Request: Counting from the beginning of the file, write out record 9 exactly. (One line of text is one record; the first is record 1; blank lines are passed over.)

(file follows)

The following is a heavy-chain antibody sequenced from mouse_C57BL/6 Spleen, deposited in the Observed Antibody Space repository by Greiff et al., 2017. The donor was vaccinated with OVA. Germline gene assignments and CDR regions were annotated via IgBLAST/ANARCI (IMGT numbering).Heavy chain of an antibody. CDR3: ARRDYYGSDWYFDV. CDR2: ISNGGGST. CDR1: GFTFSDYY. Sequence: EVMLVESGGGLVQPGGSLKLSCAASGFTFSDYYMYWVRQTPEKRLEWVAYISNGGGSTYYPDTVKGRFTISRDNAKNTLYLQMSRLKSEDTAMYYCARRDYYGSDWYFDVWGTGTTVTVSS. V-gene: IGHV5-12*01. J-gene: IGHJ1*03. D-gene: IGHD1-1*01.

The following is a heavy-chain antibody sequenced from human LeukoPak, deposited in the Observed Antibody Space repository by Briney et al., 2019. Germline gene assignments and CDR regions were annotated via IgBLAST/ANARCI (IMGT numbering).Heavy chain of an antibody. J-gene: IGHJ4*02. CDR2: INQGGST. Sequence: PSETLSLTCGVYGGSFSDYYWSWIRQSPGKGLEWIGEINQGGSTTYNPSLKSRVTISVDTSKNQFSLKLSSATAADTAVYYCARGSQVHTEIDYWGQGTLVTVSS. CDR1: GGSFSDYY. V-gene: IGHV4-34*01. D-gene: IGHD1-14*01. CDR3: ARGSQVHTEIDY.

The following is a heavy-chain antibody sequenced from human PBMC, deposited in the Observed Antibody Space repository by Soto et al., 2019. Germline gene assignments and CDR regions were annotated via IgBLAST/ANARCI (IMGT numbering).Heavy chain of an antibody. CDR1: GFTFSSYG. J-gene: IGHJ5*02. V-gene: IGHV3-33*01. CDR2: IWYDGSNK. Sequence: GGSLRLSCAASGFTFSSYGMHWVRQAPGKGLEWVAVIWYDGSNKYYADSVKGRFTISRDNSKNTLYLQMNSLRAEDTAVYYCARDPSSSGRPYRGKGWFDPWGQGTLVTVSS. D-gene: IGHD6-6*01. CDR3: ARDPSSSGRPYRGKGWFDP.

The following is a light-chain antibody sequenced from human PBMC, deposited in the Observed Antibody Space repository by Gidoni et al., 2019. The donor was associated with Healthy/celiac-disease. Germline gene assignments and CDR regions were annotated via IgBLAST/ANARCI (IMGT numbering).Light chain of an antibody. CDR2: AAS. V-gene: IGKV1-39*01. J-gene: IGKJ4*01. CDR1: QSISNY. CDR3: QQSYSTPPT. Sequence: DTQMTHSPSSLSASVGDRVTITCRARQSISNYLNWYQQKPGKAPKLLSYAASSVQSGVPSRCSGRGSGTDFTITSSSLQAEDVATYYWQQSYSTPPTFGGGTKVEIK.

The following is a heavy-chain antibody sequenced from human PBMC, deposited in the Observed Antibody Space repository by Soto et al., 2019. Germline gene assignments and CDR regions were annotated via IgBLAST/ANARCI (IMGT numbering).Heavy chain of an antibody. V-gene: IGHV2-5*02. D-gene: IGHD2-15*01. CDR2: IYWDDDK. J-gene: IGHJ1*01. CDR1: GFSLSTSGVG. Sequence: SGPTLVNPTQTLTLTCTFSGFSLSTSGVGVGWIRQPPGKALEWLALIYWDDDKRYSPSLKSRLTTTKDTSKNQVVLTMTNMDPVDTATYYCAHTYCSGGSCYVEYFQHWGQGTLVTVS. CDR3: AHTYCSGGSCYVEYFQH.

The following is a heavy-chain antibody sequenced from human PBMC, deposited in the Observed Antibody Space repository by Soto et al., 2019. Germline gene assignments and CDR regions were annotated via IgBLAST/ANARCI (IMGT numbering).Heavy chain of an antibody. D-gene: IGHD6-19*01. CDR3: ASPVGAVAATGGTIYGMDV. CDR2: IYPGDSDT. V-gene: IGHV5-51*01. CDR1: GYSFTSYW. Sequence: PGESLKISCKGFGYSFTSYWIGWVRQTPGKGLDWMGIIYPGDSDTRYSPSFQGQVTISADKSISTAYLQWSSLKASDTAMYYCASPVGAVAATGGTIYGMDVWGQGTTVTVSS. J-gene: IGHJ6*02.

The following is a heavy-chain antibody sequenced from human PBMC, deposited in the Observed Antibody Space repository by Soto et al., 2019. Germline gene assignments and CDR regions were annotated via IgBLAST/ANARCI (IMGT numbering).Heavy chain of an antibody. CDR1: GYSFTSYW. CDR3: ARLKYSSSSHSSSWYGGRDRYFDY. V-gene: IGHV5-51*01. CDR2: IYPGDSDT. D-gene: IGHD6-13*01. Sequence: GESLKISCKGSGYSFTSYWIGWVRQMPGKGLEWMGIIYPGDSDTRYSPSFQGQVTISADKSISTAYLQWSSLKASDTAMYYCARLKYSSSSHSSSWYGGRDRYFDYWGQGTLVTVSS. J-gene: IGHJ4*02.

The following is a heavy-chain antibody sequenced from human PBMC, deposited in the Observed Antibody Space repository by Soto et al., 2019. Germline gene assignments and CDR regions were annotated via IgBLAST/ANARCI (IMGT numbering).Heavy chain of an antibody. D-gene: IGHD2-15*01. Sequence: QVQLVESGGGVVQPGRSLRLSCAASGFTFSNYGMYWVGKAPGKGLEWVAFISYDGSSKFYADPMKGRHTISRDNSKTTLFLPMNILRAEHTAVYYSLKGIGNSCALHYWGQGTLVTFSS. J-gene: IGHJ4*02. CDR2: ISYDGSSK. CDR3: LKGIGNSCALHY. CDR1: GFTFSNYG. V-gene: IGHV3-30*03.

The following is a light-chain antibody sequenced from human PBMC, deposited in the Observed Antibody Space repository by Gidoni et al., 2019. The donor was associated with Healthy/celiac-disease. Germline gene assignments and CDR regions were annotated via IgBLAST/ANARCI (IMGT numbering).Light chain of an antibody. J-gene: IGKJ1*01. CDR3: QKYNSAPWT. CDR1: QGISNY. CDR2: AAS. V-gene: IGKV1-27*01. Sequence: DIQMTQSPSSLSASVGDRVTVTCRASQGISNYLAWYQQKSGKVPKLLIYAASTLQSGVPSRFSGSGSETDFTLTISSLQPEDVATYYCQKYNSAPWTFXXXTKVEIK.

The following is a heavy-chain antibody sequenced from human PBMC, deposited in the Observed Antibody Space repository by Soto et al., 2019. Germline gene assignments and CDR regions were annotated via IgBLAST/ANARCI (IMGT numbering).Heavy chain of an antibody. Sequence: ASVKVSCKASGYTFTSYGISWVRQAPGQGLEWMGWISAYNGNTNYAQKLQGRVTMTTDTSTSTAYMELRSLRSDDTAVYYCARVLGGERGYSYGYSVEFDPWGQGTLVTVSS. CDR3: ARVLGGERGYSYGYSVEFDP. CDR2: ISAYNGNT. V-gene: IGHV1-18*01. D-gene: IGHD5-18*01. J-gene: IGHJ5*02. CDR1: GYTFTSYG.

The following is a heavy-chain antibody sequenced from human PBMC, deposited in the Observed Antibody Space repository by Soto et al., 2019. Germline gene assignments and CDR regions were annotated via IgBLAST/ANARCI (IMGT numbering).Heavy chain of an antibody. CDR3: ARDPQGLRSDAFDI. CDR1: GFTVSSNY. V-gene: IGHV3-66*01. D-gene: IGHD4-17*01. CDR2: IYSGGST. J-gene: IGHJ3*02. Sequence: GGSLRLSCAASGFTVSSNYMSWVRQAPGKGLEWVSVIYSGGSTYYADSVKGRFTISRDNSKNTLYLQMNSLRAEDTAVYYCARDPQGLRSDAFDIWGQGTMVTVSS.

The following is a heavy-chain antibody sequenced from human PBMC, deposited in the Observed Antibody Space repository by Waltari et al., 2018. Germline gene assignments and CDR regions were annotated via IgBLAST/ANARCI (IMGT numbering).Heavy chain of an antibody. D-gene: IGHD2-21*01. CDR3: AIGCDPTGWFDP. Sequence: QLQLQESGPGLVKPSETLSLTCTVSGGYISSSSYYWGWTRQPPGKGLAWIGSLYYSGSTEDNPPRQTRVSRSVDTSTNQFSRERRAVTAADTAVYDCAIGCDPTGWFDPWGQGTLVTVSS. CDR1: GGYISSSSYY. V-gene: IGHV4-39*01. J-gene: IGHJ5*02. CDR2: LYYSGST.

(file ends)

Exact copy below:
The following is a light-chain antibody sequenced from human PBMC, deposited in the Observed Antibody Space repository by Gidoni et al., 2019. The donor was associated with Healthy/celiac-disease. Germline gene assignments and CDR regions were annotated via IgBLAST/ANARCI (IMGT numbering).Light chain of an antibody. J-gene: IGKJ1*01. CDR3: QKYNSAPWT. CDR1: QGISNY. CDR2: AAS. V-gene: IGKV1-27*01. Sequence: DIQMTQSPSSLSASVGDRVTVTCRASQGISNYLAWYQQKSGKVPKLLIYAASTLQSGVPSRFSGSGSETDFTLTISSLQPEDVATYYCQKYNSAPWTFXXXTKVEIK.